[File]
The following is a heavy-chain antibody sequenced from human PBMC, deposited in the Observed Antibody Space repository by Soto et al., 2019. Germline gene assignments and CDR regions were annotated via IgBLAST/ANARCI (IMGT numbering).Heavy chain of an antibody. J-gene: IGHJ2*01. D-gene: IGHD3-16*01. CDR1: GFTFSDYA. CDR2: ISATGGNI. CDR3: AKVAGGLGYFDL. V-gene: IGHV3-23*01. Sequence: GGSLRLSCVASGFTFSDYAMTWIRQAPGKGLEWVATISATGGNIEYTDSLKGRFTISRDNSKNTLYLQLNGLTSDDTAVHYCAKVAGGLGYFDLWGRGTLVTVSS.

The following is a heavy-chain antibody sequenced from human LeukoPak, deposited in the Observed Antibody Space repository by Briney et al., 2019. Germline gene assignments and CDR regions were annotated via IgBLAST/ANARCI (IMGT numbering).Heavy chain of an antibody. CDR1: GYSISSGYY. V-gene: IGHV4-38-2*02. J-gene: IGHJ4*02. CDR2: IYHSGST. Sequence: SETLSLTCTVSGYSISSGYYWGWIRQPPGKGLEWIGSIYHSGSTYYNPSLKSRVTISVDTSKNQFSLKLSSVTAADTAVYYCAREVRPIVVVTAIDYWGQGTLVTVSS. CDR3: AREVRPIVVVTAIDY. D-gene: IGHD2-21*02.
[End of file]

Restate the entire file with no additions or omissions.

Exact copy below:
The following is a heavy-chain antibody sequenced from human PBMC, deposited in the Observed Antibody Space repository by Soto et al., 2019. Germline gene assignments and CDR regions were annotated via IgBLAST/ANARCI (IMGT numbering).Heavy chain of an antibody. J-gene: IGHJ2*01. D-gene: IGHD3-16*01. CDR1: GFTFSDYA. CDR2: ISATGGNI. CDR3: AKVAGGLGYFDL. V-gene: IGHV3-23*01. Sequence: GGSLRLSCVASGFTFSDYAMTWIRQAPGKGLEWVATISATGGNIEYTDSLKGRFTISRDNSKNTLYLQLNGLTSDDTAVHYCAKVAGGLGYFDLWGRGTLVTVSS.

The following is a heavy-chain antibody sequenced from human LeukoPak, deposited in the Observed Antibody Space repository by Briney et al., 2019. Germline gene assignments and CDR regions were annotated via IgBLAST/ANARCI (IMGT numbering).Heavy chain of an antibody. CDR1: GYSISSGYY. V-gene: IGHV4-38-2*02. J-gene: IGHJ4*02. CDR2: IYHSGST. Sequence: SETLSLTCTVSGYSISSGYYWGWIRQPPGKGLEWIGSIYHSGSTYYNPSLKSRVTISVDTSKNQFSLKLSSVTAADTAVYYCAREVRPIVVVTAIDYWGQGTLVTVSS. CDR3: AREVRPIVVVTAIDY. D-gene: IGHD2-21*02.